He does it in his own way, with a brightly coloured enclosure emblazoned with tartanry, banners and disco lights. In it, he attempts to bring together what he is seeing in the landscape with the lectures on the history of philosophy he listened to as he walked, the prospect of nuclear annihilation perhaps bringing one a few steps closer to the big questions of life. While the work might not yet have reached its final destination, trademark energy and irony abound.

Some of the artists celebrate the beauty of the landscape in a relatively straightforward way. Christina McBride’s photographs of trees in Mexico, made using a series of analogue processes, are strong, evocative images. Amanda Thomson filmed an alder tree near her home for a year and a half, witnessing it changing through the seasons and making both a study of landscape in time and a fascinating nature diary.

Gina Wall’s photographs combine pastoral elements of landscape with 20th century concrete interventions, such as military bunkers. Marianne Greated’s paintings of renewable power infrastructure in India challenge conventional ideas of landscape painting, while exploring the irony of these “green” resources which themselves create enormous industrial blots of pylons and machinery.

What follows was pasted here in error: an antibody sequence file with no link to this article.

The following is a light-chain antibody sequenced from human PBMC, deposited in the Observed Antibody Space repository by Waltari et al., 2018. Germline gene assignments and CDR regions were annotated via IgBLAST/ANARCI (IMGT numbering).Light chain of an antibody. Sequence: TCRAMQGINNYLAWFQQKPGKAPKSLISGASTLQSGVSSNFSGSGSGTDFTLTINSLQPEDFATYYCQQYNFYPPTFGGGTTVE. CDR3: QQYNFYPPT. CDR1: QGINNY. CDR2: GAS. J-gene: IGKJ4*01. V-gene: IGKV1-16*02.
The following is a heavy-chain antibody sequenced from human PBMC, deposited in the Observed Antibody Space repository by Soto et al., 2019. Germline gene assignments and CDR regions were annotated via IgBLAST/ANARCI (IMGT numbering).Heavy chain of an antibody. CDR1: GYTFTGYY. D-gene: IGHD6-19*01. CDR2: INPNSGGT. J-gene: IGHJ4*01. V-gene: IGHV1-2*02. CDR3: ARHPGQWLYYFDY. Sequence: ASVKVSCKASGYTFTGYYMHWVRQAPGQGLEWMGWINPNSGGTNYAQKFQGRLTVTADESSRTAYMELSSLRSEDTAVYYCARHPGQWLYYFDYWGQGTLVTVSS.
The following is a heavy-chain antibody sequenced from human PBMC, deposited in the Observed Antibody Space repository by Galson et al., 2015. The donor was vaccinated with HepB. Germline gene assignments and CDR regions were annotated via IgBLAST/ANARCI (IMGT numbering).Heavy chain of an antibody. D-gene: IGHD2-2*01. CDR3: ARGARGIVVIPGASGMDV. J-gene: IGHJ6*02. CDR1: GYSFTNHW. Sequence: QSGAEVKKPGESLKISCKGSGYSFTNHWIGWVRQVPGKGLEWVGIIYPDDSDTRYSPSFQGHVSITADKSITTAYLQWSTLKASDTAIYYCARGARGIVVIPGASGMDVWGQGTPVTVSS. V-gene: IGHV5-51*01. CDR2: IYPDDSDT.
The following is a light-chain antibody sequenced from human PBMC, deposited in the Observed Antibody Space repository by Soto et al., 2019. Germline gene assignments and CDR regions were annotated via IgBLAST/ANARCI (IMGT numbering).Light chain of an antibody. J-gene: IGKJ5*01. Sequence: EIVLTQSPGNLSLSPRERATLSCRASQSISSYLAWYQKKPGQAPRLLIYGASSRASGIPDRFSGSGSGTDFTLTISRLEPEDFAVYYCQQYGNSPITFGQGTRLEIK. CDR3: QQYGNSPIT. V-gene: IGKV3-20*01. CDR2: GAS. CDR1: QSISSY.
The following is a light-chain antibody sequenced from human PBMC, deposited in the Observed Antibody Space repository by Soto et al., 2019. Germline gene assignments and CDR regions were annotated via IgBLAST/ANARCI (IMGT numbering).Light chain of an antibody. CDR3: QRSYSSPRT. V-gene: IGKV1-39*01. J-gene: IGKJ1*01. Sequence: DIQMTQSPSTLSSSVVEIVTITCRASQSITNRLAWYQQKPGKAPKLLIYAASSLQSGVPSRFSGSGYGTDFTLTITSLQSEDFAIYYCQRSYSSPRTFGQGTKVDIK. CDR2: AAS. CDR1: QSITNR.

Some of the artists have a specific interest in contested landscape. Susan Brind and Jim Harold make photographs and text works out of a long association with Cyprus, divided in 1974 by a UN de-militarised Buffer Zone. Shauna McMullan has been in Cyprus too as part of a series of “Gone Sitting” works in which the artist is pictured bearing witness to places with complex histories. Her most recent work was made on Brexit Day, 31 January, on the border of Scotland and England.

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There is a range of other approaches: Lesley Punton presents a collection of rocks, along with the story of each find. Justin Carter makes ink from oak gall, tree bark and rust, which he uses to create a series of mirror-image pictures which suggest biological forms. Alan Currall presents images of mountain pools in the Southern Uplands, with a soundtrack of poetry by Colin Cruise, drawing on – and questioning – the romantic tradition. Michael Stumpf’s sculpture is strong but seems to have more to do with Brecht than any kind of landscape practice.